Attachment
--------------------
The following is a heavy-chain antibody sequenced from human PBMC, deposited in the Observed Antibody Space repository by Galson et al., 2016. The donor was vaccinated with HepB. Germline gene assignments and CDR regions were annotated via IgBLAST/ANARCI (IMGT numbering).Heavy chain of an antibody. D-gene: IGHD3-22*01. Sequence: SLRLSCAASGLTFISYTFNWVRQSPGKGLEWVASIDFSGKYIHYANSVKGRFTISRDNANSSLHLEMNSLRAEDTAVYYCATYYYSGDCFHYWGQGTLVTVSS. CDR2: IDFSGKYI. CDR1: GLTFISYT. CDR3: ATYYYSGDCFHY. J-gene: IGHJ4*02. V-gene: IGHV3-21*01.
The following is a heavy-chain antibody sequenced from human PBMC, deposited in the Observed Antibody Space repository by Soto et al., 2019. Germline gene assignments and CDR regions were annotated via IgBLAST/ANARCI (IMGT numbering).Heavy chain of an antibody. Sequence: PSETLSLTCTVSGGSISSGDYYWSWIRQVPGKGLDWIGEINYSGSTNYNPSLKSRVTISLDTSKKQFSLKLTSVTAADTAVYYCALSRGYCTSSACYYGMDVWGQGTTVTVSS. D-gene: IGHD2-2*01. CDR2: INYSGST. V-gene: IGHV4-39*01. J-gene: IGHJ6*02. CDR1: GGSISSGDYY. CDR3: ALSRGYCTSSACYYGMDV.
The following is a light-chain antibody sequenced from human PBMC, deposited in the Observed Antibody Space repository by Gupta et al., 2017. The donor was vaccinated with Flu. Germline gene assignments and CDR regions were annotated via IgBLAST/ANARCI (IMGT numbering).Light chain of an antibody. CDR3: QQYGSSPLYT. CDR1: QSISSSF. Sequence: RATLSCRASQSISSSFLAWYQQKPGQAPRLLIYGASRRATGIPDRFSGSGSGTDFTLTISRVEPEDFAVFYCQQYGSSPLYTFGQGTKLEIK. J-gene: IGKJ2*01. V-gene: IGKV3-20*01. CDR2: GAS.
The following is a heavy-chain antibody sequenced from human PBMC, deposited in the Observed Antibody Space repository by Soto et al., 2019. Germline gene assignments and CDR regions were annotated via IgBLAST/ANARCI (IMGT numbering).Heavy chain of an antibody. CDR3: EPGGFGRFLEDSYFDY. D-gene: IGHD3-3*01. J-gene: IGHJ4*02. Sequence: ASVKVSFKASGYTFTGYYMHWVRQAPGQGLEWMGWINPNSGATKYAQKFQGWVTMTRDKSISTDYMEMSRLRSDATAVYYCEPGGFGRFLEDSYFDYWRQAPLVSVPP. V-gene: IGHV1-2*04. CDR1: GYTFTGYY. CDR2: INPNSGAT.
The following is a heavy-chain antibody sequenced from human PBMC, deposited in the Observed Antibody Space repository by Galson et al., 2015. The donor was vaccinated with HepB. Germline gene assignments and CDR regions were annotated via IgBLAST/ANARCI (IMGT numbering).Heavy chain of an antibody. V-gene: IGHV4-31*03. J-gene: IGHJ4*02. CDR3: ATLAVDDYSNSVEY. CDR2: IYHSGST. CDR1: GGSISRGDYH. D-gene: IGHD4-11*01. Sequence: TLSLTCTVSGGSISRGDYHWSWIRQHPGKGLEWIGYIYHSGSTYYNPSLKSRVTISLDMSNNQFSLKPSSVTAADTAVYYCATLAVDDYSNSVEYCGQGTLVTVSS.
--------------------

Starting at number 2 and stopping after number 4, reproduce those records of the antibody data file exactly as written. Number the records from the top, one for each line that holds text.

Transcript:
The following is a heavy-chain antibody sequenced from human PBMC, deposited in the Observed Antibody Space repository by Soto et al., 2019. Germline gene assignments and CDR regions were annotated via IgBLAST/ANARCI (IMGT numbering).Heavy chain of an antibody. Sequence: PSETLSLTCTVSGGSISSGDYYWSWIRQVPGKGLDWIGEINYSGSTNYNPSLKSRVTISLDTSKKQFSLKLTSVTAADTAVYYCALSRGYCTSSACYYGMDVWGQGTTVTVSS. D-gene: IGHD2-2*01. CDR2: INYSGST. V-gene: IGHV4-39*01. J-gene: IGHJ6*02. CDR1: GGSISSGDYY. CDR3: ALSRGYCTSSACYYGMDV.
The following is a light-chain antibody sequenced from human PBMC, deposited in the Observed Antibody Space repository by Gupta et al., 2017. The donor was vaccinated with Flu. Germline gene assignments and CDR regions were annotated via IgBLAST/ANARCI (IMGT numbering).Light chain of an antibody. CDR3: QQYGSSPLYT. CDR1: QSISSSF. Sequence: RATLSCRASQSISSSFLAWYQQKPGQAPRLLIYGASRRATGIPDRFSGSGSGTDFTLTISRVEPEDFAVFYCQQYGSSPLYTFGQGTKLEIK. J-gene: IGKJ2*01. V-gene: IGKV3-20*01. CDR2: GAS.
The following is a heavy-chain antibody sequenced from human PBMC, deposited in the Observed Antibody Space repository by Soto et al., 2019. Germline gene assignments and CDR regions were annotated via IgBLAST/ANARCI (IMGT numbering).Heavy chain of an antibody. CDR3: EPGGFGRFLEDSYFDY. D-gene: IGHD3-3*01. J-gene: IGHJ4*02. Sequence: ASVKVSFKASGYTFTGYYMHWVRQAPGQGLEWMGWINPNSGATKYAQKFQGWVTMTRDKSISTDYMEMSRLRSDATAVYYCEPGGFGRFLEDSYFDYWRQAPLVSVPP. V-gene: IGHV1-2*04. CDR1: GYTFTGYY. CDR2: INPNSGAT.